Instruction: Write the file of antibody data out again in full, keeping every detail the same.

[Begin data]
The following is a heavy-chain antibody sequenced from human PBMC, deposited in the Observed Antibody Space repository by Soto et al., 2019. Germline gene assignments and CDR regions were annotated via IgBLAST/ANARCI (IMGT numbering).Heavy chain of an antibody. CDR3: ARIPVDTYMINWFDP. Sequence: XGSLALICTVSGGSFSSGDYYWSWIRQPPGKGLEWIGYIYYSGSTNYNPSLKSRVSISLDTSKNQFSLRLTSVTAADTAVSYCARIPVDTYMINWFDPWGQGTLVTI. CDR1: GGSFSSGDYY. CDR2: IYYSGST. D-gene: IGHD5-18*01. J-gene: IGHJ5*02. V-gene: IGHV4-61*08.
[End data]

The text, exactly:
The following is a heavy-chain antibody sequenced from human PBMC, deposited in the Observed Antibody Space repository by Soto et al., 2019. Germline gene assignments and CDR regions were annotated via IgBLAST/ANARCI (IMGT numbering).Heavy chain of an antibody. CDR3: ARIPVDTYMINWFDP. Sequence: XGSLALICTVSGGSFSSGDYYWSWIRQPPGKGLEWIGYIYYSGSTNYNPSLKSRVSISLDTSKNQFSLRLTSVTAADTAVSYCARIPVDTYMINWFDPWGQGTLVTI. CDR1: GGSFSSGDYY. CDR2: IYYSGST. D-gene: IGHD5-18*01. J-gene: IGHJ5*02. V-gene: IGHV4-61*08.